Vīta est spīrandī mūnere fruī, mors prīvārī. Hoc autem spīrandī mūnus apud plērōsque in bonīs dicitur.
Livet er å nyte Guds* åndingsgave; døden å berøves [den]. Denne pustingas gave anses dermed i de flestes øyne for et gode.)
Life is to enjoy God’s gift of breath; death is to be robbed [of it]. This gift of breathing is by most people considered a good.
― Ambrosius, Dē bonō mortis 1.2.
Now why is it in bonīs instead of simply an accusative? (And why the plural? Other places in the text, he does not seem to have a need for the plural.) I have not been able to find any reasonable explanations for the usage of ablative in such a case in my grammar, nor have I been able to find any relevant examples in my dictionary.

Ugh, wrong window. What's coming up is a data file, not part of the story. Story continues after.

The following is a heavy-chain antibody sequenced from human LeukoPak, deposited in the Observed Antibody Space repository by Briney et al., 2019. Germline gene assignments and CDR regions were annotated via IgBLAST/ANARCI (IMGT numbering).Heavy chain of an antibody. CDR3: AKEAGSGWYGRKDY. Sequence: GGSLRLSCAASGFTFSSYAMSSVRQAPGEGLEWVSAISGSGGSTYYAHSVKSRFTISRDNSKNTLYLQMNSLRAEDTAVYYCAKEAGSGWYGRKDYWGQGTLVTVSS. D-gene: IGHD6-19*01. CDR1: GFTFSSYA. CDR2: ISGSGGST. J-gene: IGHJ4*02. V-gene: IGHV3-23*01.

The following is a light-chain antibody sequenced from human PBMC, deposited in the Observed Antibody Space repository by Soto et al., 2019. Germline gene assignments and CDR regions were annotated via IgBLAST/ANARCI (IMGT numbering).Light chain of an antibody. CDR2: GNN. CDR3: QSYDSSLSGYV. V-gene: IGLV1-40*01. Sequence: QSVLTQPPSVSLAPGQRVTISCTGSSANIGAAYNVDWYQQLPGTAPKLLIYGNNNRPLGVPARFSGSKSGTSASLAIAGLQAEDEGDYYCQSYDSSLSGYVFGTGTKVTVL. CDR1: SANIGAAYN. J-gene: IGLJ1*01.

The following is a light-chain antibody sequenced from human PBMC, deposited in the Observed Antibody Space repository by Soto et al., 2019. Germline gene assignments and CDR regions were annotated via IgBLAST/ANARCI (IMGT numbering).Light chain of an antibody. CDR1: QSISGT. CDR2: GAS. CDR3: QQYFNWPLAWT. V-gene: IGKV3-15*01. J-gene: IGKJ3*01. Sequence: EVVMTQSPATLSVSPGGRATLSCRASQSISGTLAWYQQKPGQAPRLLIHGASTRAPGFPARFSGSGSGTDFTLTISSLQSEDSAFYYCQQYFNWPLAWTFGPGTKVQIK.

* In classical times, this was to be understood as ‘the gifts from nature and the gods’ (Latinsk ordbok: «mūnus»).